Turkey’s healthcare system cracks over doctors’ exodus and shortage of medicine

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Turkey’s healthcare system is on the verge of a crackdown as people cannot find appointments in public hospitals due to shortage of staff along with the impact of exchange rate crisis on pharmaceuticals and medical equipment.

Many patients who apply to public hospitals through the Centralized Doctor Appointment System (MHRS) cannot get an appointment at all for some departments while the earliest appointment can be found is 15 days later for some departments, according to reporting of daily BirGün.

According to data from the Turkish Medical Association (TTB), a total of 1,361 doctors received a “certificate of good conduct” to go abroad in the first half of 2023. Turkish Medical Association (TTB) second chair Ali İhsan Ökten also stated that doctors prefer private hospitals due to poor working conditions in public hospitals. As the number of patients per doctor increased, the appointment crisis deepened.

Main opposition Republican People’s Party (CHP) MP Murat Emir stated that people living in capital Ankara’s central districts cannot find appointment at all and had to go to the remote hospitals. Citizens living in central districts cannot even find appointments for vital departments such as pediatric surgery, cardiology, dermatology and orthopedics.

BirGün journalists have tried to get appointments in departments such as ophthalmology, radiology, pediatric dentistry, pediatric and adolescent dental health, pediatric and adolescent substance and alcohol addiction in Istanbul, but were unable to find any appointments. The situation was the same in the country’s third biggest province İzmir for departments such as ophthalmology and gynecology.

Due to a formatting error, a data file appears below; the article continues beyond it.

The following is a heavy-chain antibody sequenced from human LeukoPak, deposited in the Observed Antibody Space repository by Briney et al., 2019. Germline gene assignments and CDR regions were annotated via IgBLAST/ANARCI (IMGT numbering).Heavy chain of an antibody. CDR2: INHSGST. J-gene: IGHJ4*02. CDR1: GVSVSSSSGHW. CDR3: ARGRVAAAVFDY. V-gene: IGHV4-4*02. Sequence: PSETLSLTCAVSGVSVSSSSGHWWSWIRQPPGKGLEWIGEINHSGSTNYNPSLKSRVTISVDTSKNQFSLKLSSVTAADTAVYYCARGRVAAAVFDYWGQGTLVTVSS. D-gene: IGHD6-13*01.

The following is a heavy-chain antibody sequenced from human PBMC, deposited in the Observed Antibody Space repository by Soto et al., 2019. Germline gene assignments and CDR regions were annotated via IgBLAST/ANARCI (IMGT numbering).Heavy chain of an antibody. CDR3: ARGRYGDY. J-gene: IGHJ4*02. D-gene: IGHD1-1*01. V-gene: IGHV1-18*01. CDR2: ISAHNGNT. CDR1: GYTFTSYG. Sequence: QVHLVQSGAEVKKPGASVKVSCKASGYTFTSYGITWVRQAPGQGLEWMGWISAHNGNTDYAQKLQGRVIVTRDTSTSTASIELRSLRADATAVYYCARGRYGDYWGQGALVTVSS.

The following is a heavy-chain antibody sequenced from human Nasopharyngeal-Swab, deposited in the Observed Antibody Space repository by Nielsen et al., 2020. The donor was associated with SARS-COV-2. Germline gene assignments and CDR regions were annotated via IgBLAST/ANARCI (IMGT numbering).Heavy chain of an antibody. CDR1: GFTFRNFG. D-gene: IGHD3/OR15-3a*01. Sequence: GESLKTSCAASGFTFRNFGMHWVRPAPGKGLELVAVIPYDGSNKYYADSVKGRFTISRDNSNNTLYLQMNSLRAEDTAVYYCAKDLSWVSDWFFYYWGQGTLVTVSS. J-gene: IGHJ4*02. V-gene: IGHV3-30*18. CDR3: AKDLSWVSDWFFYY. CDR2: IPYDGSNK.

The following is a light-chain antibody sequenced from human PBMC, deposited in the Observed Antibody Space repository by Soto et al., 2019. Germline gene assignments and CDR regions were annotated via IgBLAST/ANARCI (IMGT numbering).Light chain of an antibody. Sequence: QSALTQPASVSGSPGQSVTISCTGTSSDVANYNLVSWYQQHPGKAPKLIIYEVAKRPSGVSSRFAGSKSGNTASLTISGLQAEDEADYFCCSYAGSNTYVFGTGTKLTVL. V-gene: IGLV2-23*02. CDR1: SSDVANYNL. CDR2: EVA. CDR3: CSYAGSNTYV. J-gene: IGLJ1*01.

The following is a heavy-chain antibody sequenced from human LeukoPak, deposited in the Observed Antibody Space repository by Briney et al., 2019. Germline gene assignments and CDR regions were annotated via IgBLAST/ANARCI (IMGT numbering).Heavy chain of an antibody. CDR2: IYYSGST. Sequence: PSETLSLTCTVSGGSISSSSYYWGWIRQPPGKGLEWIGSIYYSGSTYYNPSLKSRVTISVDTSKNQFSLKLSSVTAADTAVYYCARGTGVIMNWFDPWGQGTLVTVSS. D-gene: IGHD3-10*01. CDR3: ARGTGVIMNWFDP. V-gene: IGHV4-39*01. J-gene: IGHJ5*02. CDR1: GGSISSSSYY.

Many cannot access to medicine due to exchange rate crisis

Turkey is heavily dependent on foreign markets for pharmaceutical supplies and has once again faced a crisis of medicine shortages in recent months.

In November 2022, the rate of unavailable medicines in the market reached 35 percent, prompting the Health Ministry to increase the euro exchange rate for medicines to 10.76 liras in December 2022. A similar crisis has occurred again as the value of Euro approached 30 liras in July 2023, according to the reporting of online news outlet T24.

All Pharmacists Employers’ Association (TEİS) on July 5 demanded that the Euro exchange rate taken into account in drug pricing be raised to the real exchange rate as it became impossible to import pharmaceuticals. Turkish Statistical Institute (TÜİK) inflation data for June 2023 showed that the health was second sector with the highest increase compared to the same month last year with 65.69 percent.

Chair of Bursa Chamber of Pharmacists Okan Şahin stated that the rate of drugs not available in the market as of July is 25 percent and that if the exchange rate for medicines is not corrected, the crisis experienced in 2022 will occur again in the coming months.

Pharmacists say access to cancer drugs has become more difficult, while stomach medicines and eye drops are unavailable.

Public hospitals also have postponed surgeries due to lack of access to medical supplies after the record depreciation of the lira and the insufficient number of beds. Patients with urgent conditions have been forced to pay significant fees to private hospitals.

Source:Duvar English

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